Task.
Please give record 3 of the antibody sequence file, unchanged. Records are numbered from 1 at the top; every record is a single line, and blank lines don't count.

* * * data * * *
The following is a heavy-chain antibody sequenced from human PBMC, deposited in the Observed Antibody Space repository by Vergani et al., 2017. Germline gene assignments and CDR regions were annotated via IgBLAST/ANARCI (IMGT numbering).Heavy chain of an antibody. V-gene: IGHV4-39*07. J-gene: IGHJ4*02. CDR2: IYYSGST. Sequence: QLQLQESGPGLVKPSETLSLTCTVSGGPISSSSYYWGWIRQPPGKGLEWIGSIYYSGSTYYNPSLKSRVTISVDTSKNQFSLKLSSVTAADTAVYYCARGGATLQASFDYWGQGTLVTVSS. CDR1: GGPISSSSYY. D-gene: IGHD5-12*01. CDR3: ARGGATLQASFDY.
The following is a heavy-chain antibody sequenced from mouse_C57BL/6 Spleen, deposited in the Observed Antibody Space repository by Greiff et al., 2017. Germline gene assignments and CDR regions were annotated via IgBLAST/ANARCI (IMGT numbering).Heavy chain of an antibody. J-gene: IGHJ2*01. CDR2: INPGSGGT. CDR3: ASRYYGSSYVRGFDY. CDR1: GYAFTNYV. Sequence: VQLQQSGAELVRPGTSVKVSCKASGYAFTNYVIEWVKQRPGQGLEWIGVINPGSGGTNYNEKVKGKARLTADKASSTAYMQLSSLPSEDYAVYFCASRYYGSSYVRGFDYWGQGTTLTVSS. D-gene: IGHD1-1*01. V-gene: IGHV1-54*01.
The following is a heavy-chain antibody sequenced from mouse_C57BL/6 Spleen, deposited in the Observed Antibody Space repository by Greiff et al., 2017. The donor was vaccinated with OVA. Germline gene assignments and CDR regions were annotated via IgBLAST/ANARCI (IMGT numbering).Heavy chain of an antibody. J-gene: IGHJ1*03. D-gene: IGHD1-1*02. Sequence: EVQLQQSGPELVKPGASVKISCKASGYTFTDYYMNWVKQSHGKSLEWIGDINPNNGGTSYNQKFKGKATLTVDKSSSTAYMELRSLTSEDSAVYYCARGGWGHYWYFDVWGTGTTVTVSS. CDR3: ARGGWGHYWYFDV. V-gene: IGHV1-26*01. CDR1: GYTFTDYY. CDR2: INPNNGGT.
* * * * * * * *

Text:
The following is a heavy-chain antibody sequenced from mouse_C57BL/6 Spleen, deposited in the Observed Antibody Space repository by Greiff et al., 2017. The donor was vaccinated with OVA. Germline gene assignments and CDR regions were annotated via IgBLAST/ANARCI (IMGT numbering).Heavy chain of an antibody. J-gene: IGHJ1*03. D-gene: IGHD1-1*02. Sequence: EVQLQQSGPELVKPGASVKISCKASGYTFTDYYMNWVKQSHGKSLEWIGDINPNNGGTSYNQKFKGKATLTVDKSSSTAYMELRSLTSEDSAVYYCARGGWGHYWYFDVWGTGTTVTVSS. CDR3: ARGGWGHYWYFDV. V-gene: IGHV1-26*01. CDR1: GYTFTDYY. CDR2: INPNNGGT.